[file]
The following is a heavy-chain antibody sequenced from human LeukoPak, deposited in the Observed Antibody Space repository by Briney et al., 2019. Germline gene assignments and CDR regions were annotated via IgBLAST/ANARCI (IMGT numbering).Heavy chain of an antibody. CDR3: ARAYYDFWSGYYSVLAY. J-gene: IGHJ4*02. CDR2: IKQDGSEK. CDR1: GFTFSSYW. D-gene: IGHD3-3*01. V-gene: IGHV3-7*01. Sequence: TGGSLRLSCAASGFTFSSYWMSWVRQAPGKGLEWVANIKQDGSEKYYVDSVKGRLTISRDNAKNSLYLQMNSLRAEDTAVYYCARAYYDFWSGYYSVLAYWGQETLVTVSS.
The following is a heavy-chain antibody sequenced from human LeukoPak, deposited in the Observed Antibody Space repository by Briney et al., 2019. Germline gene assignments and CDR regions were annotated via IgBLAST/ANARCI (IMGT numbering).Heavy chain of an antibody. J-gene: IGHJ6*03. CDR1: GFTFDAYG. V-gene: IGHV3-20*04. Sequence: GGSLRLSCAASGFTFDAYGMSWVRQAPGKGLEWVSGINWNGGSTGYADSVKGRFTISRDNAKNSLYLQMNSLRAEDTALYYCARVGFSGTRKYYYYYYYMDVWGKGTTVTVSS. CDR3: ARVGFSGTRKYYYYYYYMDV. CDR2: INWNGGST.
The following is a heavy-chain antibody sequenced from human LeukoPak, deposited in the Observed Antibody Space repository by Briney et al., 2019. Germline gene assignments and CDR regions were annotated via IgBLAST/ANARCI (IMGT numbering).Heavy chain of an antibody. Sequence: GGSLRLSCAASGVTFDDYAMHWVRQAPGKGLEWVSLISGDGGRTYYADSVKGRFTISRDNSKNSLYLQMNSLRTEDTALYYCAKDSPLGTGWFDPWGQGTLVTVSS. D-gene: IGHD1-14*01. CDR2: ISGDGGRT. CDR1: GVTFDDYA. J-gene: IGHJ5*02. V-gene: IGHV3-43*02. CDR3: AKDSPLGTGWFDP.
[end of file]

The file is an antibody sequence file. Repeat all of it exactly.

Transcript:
The following is a heavy-chain antibody sequenced from human LeukoPak, deposited in the Observed Antibody Space repository by Briney et al., 2019. Germline gene assignments and CDR regions were annotated via IgBLAST/ANARCI (IMGT numbering).Heavy chain of an antibody. CDR3: ARAYYDFWSGYYSVLAY. J-gene: IGHJ4*02. CDR2: IKQDGSEK. CDR1: GFTFSSYW. D-gene: IGHD3-3*01. V-gene: IGHV3-7*01. Sequence: TGGSLRLSCAASGFTFSSYWMSWVRQAPGKGLEWVANIKQDGSEKYYVDSVKGRLTISRDNAKNSLYLQMNSLRAEDTAVYYCARAYYDFWSGYYSVLAYWGQETLVTVSS.
The following is a heavy-chain antibody sequenced from human LeukoPak, deposited in the Observed Antibody Space repository by Briney et al., 2019. Germline gene assignments and CDR regions were annotated via IgBLAST/ANARCI (IMGT numbering).Heavy chain of an antibody. J-gene: IGHJ6*03. CDR1: GFTFDAYG. V-gene: IGHV3-20*04. Sequence: GGSLRLSCAASGFTFDAYGMSWVRQAPGKGLEWVSGINWNGGSTGYADSVKGRFTISRDNAKNSLYLQMNSLRAEDTALYYCARVGFSGTRKYYYYYYYMDVWGKGTTVTVSS. CDR3: ARVGFSGTRKYYYYYYYMDV. CDR2: INWNGGST.
The following is a heavy-chain antibody sequenced from human LeukoPak, deposited in the Observed Antibody Space repository by Briney et al., 2019. Germline gene assignments and CDR regions were annotated via IgBLAST/ANARCI (IMGT numbering).Heavy chain of an antibody. Sequence: GGSLRLSCAASGVTFDDYAMHWVRQAPGKGLEWVSLISGDGGRTYYADSVKGRFTISRDNSKNSLYLQMNSLRTEDTALYYCAKDSPLGTGWFDPWGQGTLVTVSS. D-gene: IGHD1-14*01. CDR2: ISGDGGRT. CDR1: GVTFDDYA. J-gene: IGHJ5*02. V-gene: IGHV3-43*02. CDR3: AKDSPLGTGWFDP.